Ashley Hibbard provides a guest-post at Dashhouse which ponders whether management skill and leadership have supplanted serving as the marker of pastoral leadership in the church. Avoiding polar extremes, the problem identified is whether the motivation to engage with others is for their benefit, or to be noticed. From the post: There are many unhealthy …

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Some words of reflection about a pastoral ministry philosophy that is firm, but gentle; and does not come communicate disappointment and demand. Passion for growth of the kingdom can result as God’s people being seen as the means to implement a vision, rather than being the sphere in which the pastor serves. From Peter Bogert: …

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Something that I’ve become conscious of over the last couple of years is the link between growth in congregational size and change in leadership style. Increasing beyond certain numbers of people in a congregation is sometimes portrayed as a ‘barrier’. What is being identified in that is that at certain sizes a group of people …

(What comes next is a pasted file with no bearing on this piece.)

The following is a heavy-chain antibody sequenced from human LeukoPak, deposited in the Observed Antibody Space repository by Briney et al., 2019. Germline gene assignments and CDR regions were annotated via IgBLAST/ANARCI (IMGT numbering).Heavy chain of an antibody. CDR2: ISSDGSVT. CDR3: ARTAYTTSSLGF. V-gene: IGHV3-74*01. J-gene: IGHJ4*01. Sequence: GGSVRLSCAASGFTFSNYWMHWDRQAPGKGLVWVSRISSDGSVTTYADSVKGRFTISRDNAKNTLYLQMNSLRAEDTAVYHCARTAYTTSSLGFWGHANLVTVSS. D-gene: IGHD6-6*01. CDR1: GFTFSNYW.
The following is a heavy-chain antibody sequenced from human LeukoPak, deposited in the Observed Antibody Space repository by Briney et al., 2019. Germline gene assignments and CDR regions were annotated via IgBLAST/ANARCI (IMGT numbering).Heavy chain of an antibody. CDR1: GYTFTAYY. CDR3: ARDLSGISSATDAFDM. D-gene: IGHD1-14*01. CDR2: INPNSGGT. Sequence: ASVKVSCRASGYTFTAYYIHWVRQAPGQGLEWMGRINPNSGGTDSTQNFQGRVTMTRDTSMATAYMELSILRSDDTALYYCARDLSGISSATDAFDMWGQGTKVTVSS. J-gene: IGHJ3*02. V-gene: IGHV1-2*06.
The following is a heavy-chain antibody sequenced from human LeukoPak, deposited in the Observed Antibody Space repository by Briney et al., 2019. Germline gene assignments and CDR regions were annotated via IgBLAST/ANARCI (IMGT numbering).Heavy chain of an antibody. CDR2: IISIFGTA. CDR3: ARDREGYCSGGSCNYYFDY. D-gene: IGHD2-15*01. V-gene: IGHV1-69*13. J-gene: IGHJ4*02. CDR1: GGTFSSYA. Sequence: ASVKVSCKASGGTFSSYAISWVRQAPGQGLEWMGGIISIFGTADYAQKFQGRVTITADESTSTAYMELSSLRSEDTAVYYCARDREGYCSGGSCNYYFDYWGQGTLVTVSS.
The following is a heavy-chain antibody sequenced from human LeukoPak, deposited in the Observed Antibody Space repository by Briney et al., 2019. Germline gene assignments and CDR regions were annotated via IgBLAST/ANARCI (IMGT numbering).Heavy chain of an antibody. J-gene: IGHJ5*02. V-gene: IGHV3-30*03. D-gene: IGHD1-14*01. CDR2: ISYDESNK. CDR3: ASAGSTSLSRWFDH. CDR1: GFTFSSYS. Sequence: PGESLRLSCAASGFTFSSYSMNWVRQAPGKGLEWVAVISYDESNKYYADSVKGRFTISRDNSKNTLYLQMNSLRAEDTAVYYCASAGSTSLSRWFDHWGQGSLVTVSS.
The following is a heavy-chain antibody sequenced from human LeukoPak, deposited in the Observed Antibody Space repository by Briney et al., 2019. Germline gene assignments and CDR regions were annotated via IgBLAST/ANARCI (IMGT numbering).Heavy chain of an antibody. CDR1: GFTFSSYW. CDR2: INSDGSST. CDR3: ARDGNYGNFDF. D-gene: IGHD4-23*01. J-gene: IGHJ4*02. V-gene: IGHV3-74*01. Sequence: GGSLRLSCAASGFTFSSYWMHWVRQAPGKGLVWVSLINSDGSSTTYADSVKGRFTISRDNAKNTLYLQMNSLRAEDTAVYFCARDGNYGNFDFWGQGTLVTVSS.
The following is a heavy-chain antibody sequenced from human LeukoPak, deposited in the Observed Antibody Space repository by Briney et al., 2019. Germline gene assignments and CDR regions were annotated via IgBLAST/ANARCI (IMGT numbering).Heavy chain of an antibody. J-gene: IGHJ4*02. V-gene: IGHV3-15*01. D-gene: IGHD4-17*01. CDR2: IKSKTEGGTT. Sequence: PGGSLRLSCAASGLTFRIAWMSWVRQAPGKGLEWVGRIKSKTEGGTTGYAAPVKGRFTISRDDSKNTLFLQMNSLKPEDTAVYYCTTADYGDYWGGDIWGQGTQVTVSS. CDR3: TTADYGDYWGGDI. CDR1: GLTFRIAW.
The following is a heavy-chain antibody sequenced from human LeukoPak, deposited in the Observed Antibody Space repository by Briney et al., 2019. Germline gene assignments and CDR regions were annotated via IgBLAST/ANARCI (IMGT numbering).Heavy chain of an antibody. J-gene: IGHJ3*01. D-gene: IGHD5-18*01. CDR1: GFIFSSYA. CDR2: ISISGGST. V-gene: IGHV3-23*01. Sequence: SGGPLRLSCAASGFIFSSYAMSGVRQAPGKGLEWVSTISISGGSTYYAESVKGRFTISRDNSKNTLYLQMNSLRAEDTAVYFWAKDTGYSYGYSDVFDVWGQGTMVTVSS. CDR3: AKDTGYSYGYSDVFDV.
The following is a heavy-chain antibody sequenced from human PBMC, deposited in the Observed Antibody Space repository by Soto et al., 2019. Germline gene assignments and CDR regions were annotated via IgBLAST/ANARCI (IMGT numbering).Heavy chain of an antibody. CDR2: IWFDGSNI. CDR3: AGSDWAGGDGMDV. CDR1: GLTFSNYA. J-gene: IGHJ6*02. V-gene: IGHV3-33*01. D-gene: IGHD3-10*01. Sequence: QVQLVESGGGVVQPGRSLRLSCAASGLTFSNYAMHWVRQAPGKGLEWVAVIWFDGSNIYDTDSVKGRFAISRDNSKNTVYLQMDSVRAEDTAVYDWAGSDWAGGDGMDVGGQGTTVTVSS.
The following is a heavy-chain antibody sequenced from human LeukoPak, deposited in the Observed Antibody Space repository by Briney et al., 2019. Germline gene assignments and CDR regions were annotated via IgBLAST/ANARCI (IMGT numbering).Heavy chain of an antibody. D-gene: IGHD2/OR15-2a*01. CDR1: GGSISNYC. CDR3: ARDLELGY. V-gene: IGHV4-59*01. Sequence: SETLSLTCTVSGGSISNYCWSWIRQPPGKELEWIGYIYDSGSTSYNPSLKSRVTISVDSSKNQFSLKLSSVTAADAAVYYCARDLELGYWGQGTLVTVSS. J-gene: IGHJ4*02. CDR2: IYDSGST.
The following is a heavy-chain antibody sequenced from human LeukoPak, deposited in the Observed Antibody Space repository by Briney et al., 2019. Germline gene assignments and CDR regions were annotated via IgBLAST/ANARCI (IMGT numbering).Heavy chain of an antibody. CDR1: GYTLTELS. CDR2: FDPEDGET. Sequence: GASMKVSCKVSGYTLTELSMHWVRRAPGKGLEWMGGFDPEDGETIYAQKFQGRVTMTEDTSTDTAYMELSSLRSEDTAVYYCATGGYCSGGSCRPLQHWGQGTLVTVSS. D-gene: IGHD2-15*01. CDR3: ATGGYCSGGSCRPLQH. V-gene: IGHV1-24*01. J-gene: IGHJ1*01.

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Thanks to Byron at the Snot Blog for pointing out this crisp yet creamy comparison between effective organisational culture and vanilla slice. From the article: Vanilla Slices, and our quest to find, describe, and prescribe the perfect one, is not dissimilar to our passion for good organisational culture. You may think that’s a stretch, but …

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I grew up with a church system that had two bodies, one tasked with spiritual and the other tasked with temporal matters. It is not a helpful distinction in so far as everything is spiritual and practical. At its worst the ‘temporal’ body can use its power to veto the plans of the ‘spiritual’ body, …

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Dan Hotchkiss observes that churches of a certain size tend toward staff-centered leadership structures. The first advantage of that structure is that they usually depend on one leader, and any disruption to that leader can have an inordinately disruptive effect on the organisation. He then points out a second, more philosophical disadvantage that resonates with …

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Reading this post by Dan Rockwell provided a moment of clarity on the difference between feedback and instruction. Good feedback energises performance, it doesn’t discourage effort. In a recent workshop, I invited a participant to knock a small box off a stool using a cookie. She stood with her back to the stool and tossed …

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